• rm -rf command: Used to completely delete a directory and all its contents.

Copying Files and Directories

  • cp command: Used to copy files and directories.
  • cp -r command: Used to copy a directory and all its contents.

Creating Directories

  • mkdir command: Used to create new directories.
  • mkdir -p command: Used to create nested directories.

Deleting Programs

  • apt remove command: Used to delete programs in Ubuntu, Mint, and Pop distributions.
  • apt-get remove command: Used to delete programs in Debian and Kali distributions.
  • pacman -R command: Used to delete programs in Arch distributions.
  • dnf remove command: Used to delete programs in Fedora Linux distributions.
  • zypper remove command: Used to delete programs in OpenSUSE Linux.
  • snap remove command: Used to delete Snap programs.

Important Notes:

  • To use Linux commands, you must have access to the command line (terminal).
  • The Linux command line is case-sensitive.
  • To view more information about each command, you can use the man command.

Benefits of Using Linux

  • Open source: Linux is an open-source operating system, which means its source code is available to everyone and you can download, install, and use it for free.
  • Security: Linux is known as one of the most secure operating systems due to its secure architecture.
  • Stability: Linux is widely used for servers and critical systems due to its high stability.
  • Flexibility: Linux allows you to configure the operating system to meet your specific needs.
  • Free: Linux is available for free and there is no need to pay to use it.

Linux can be an ideal choice for professionals, programmers, system administrators, and anyone looking for a powerful, secure, and flexible operating system.

What is cloud computing in OpenStack?

What is cloud computing in OpenStack?

Cloud computing in simple terms is using servers and storage and processing resources instead of buying and maintaining them physically.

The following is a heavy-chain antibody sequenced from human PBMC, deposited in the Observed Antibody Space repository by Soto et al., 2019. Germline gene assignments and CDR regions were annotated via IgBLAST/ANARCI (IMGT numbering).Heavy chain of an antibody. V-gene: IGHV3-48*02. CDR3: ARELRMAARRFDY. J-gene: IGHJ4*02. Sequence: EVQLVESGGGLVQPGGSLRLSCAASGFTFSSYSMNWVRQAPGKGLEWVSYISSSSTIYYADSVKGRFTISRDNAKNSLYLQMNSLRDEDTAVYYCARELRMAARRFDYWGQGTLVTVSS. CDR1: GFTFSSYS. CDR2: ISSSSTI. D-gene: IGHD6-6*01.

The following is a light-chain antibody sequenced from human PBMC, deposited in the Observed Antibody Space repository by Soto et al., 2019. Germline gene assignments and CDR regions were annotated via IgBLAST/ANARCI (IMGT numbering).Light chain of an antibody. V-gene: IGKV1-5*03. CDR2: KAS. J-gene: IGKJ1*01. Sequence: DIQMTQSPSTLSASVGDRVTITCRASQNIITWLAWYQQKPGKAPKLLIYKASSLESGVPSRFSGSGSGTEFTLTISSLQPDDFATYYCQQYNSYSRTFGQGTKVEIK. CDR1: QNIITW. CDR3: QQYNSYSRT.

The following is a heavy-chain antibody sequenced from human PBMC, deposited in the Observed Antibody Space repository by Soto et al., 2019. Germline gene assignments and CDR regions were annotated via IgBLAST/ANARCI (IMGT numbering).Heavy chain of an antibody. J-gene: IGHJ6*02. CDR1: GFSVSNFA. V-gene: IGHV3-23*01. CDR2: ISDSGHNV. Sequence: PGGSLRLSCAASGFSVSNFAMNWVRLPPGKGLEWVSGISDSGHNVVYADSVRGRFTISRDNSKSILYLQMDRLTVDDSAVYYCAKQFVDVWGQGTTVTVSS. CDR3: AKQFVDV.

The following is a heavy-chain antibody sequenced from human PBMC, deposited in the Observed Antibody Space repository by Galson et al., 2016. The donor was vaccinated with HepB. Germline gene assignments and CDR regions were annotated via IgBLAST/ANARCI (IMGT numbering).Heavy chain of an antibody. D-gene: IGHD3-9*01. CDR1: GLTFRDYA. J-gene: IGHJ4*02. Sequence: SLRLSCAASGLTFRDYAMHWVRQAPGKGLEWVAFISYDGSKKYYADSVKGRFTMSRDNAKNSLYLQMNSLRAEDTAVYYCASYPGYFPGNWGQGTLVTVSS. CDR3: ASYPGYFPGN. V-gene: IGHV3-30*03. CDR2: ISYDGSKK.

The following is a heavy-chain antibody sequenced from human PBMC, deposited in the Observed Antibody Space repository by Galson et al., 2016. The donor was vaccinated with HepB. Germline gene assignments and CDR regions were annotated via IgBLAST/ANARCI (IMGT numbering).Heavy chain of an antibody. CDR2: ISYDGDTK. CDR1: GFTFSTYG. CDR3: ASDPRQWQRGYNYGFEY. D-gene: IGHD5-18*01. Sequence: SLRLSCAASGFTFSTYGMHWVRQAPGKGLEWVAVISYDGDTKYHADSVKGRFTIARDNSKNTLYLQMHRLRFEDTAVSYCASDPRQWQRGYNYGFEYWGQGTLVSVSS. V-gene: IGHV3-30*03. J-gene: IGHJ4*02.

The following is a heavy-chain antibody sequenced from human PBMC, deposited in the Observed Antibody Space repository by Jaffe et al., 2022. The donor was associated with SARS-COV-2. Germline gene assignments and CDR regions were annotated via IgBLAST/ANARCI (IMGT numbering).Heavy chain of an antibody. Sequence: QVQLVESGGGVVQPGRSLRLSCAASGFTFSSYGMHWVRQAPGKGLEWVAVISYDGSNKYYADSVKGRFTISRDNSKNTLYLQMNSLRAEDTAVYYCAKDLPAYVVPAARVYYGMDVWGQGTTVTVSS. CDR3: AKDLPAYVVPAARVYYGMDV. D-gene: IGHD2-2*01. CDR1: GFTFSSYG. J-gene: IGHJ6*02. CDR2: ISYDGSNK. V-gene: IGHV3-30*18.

There are three main types of services offered in Cloud environments:

  • IaaS (Infrastructure As A Service): In this type of service, you get the infrastructure you need, such as servers, RAM, hard drives, etc., from a cloud service provider online.
  • SaaS (Software As A Service): In this type of service, instead of installing and running software, you use it online through a web browser.
  • PaaS (Platform As A Service): In this type of service, you get an online software platform to develop and run your applications.

What is OpenStack?

OpenStack is an open-source cloud management platform that allows you to set up and manage your own private or public cloud infrastructure.

Benefits of using OpenStack:

  • Open source: OpenStack is an open-source platform, which means you can download, install, and use it for free.
  • Flexibility: OpenStack allows you to configure your cloud infrastructure to meet your specific needs.
  • Scalability: OpenStack allows you to easily scale your cloud infrastructure to meet growing demand.
  • Security: OpenStack allows you to securely configure your cloud infrastructure.

Main components of OpenStack:

  • Nova: Nova is the core processing component of OpenStack and allows you to create, manage, and delete virtual machines.
  • Swift: Swift is an object storage system that allows you to securely and scalably store your data.
  • Cinder: Cinder is a block storage system that allows you to create and manage storage volumes for your virtual machines.
  • Neutron: Neutron is a virtual network that allows you to create and manage private networks for your virtual machines.
  • Horizon: Horizon is the OpenStack web user interface that allows you to graphically manage your cloud infrastructure.
  • Keystone: Keystone is the OpenStack authentication and authorization system that allows you to manage users and their access to your cloud infrastructure.
  • Glance: Glance is the OpenStack image management system that allows you to store and manage operating system images for your virtual machines.
  • Ceilometer: Ceilometer is the OpenStack metering and billing system that allows you to track your resource consumption.
  • Heat: Heat is the OpenStack orchestration system that allows you to automate complex processes in your cloud infrastructure.
  • Trove: Trove is the OpenStack database service that allows you to create and manage databases online.
  • Sahara: Sahara is the OpenStack data processing service that allows you to set up and manage Hadoop clusters in your cloud infrastructure.
  • Ironic: Ironic is the OpenStack Bare Metal As A Service that allows you to add physical servers to your cloud infrastructure online.
  • Zaqar: Zaqar is the OpenStack messaging and notification service that allows you to communicate between your applications.